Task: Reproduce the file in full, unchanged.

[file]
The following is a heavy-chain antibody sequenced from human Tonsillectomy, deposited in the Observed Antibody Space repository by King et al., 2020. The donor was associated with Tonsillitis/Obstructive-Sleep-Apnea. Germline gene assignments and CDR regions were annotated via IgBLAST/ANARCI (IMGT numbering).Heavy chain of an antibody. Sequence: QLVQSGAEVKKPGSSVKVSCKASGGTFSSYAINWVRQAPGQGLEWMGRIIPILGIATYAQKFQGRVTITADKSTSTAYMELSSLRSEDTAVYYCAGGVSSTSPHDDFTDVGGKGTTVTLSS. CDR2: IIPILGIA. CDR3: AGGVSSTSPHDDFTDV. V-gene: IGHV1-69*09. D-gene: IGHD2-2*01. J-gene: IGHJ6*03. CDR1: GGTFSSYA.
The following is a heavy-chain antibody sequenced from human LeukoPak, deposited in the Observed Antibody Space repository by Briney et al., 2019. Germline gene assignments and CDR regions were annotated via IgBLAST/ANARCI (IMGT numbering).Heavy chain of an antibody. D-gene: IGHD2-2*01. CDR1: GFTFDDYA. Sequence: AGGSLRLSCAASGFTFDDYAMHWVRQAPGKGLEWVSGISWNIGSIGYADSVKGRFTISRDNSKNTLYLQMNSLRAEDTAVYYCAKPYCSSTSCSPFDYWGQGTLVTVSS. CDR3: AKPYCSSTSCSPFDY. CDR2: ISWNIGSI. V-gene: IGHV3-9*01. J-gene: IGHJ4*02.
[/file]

The following is a heavy-chain antibody sequenced from human Tonsillectomy, deposited in the Observed Antibody Space repository by King et al., 2020. The donor was associated with Tonsillitis/Obstructive-Sleep-Apnea. Germline gene assignments and CDR regions were annotated via IgBLAST/ANARCI (IMGT numbering).Heavy chain of an antibody. Sequence: QLVQSGAEVKKPGSSVKVSCKASGGTFSSYAINWVRQAPGQGLEWMGRIIPILGIATYAQKFQGRVTITADKSTSTAYMELSSLRSEDTAVYYCAGGVSSTSPHDDFTDVGGKGTTVTLSS. CDR2: IIPILGIA. CDR3: AGGVSSTSPHDDFTDV. V-gene: IGHV1-69*09. D-gene: IGHD2-2*01. J-gene: IGHJ6*03. CDR1: GGTFSSYA.
The following is a heavy-chain antibody sequenced from human LeukoPak, deposited in the Observed Antibody Space repository by Briney et al., 2019. Germline gene assignments and CDR regions were annotated via IgBLAST/ANARCI (IMGT numbering).Heavy chain of an antibody. D-gene: IGHD2-2*01. CDR1: GFTFDDYA. Sequence: AGGSLRLSCAASGFTFDDYAMHWVRQAPGKGLEWVSGISWNIGSIGYADSVKGRFTISRDNSKNTLYLQMNSLRAEDTAVYYCAKPYCSSTSCSPFDYWGQGTLVTVSS. CDR3: AKPYCSSTSCSPFDY. CDR2: ISWNIGSI. V-gene: IGHV3-9*01. J-gene: IGHJ4*02.